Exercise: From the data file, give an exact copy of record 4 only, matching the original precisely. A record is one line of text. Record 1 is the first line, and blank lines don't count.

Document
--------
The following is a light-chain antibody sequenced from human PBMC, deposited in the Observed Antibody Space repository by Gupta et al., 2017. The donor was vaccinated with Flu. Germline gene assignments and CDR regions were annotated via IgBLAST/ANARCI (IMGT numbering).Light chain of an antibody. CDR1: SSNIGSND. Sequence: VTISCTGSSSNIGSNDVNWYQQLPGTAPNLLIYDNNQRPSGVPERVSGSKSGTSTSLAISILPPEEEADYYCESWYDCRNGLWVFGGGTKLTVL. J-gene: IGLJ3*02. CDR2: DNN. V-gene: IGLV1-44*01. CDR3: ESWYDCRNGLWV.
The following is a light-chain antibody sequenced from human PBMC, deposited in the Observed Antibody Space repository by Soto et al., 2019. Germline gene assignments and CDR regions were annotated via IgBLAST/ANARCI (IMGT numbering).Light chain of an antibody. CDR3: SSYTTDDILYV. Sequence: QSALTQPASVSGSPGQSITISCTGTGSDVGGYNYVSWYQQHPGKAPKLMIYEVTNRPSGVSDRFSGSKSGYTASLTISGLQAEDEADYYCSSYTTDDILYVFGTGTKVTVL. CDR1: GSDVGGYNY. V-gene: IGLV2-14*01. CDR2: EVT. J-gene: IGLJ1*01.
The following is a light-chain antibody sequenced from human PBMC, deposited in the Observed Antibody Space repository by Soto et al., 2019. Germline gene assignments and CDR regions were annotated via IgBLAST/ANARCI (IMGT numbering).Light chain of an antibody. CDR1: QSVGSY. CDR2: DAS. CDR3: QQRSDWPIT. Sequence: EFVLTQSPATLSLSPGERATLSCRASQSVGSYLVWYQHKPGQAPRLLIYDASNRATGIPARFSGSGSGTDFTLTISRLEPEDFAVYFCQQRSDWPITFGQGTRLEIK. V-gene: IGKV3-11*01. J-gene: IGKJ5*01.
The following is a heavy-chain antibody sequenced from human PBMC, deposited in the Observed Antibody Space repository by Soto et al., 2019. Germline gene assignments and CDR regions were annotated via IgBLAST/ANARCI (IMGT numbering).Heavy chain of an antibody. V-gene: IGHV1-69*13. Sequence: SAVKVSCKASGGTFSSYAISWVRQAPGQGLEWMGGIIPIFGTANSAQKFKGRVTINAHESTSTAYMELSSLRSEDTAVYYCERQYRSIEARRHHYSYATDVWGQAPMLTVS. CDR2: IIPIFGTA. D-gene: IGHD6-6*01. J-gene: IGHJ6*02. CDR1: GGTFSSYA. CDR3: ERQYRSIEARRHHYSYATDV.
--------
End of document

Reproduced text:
The following is a heavy-chain antibody sequenced from human PBMC, deposited in the Observed Antibody Space repository by Soto et al., 2019. Germline gene assignments and CDR regions were annotated via IgBLAST/ANARCI (IMGT numbering).Heavy chain of an antibody. V-gene: IGHV1-69*13. Sequence: SAVKVSCKASGGTFSSYAISWVRQAPGQGLEWMGGIIPIFGTANSAQKFKGRVTINAHESTSTAYMELSSLRSEDTAVYYCERQYRSIEARRHHYSYATDVWGQAPMLTVS. CDR2: IIPIFGTA. D-gene: IGHD6-6*01. J-gene: IGHJ6*02. CDR1: GGTFSSYA. CDR3: ERQYRSIEARRHHYSYATDV.